By Marcia Scott
Runners often ask how to keep the same pace during a race or how to pace themselves to perform at their highest potential. The best advice, in a nutshell, is to start slow and finish fast, or, in technical terms, negative splits.
To some this doesn’t make sense. Why not go out at a sprint and give it your all to gain distance on your competition? Keep reading, and I’ll explain.
WHAT ARE NEGATIVE SPLITS?
Negative splits mean that your pace gets quicker throughout a race or run. For instance, if your first mile is 10 minutes, your second mile 9:30, and your third mile 9:00, you’ve successfully run negative splits. It doesn’t matter your experience level or speed — everyone can run negative splits.
WHAT’S THE BENEFIT?
Have you ever started full blast at a race only to feel like you’re barely hanging on at the halfway point? By starting out more conservatively and slowly quickening the pace throughout the race, you can conserve some energy and finish stronger and faster than you began, rather than slower and more tired than you should be.
HOW DO I DO IT?
First, you want to practice this method in your training. Try to run negative splits in your training runs to get in the mentality of starting slower and finishing faster. You also want to be able to accurately predict your race pace and finish time so that you have a baseline of what pace you should run at the beginning of the race. Sites like McMillanRunning.com give you an estimate race pace predictor based on a training run or other recent race.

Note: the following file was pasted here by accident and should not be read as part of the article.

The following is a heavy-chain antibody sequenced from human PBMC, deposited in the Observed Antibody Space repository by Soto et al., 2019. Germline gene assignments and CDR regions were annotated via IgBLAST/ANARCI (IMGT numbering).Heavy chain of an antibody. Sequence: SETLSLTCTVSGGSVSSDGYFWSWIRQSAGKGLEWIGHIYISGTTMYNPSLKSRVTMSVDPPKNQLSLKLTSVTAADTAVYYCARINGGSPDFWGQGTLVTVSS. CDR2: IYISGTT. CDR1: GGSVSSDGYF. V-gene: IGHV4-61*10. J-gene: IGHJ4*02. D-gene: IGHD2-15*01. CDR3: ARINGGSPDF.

BEGINNING OF THE RACE: Start the race about 20-30 seconds slower than the race predictor gives you. For instance, if McMillan says you should be able to run a 5K at a 9:00 pace, start the race at 9:30.
DURING THE MIDDLE OF THE RACE, say mile two of a 5K or mile 8-10 of a half marathon, pick up the pace and run your estimate race pace.
FOR THE LAST PORTION OF THE RACE, give it everything you have left, running below your estimated race pace and finishing faster than you began.
A successful race isn’t just about completing the distance, but completing it feeling strong and energized. Running negative splits and being aware of your effort level throughout a race will help you conserve your energy and run smarter and, hopefully, faster.
Marcia Scott is the Sports Training Program Coordinator and Coach at Fleet Feet Sports. For more information call (901) 761-0078 or visit fleetfeetmemphis.com.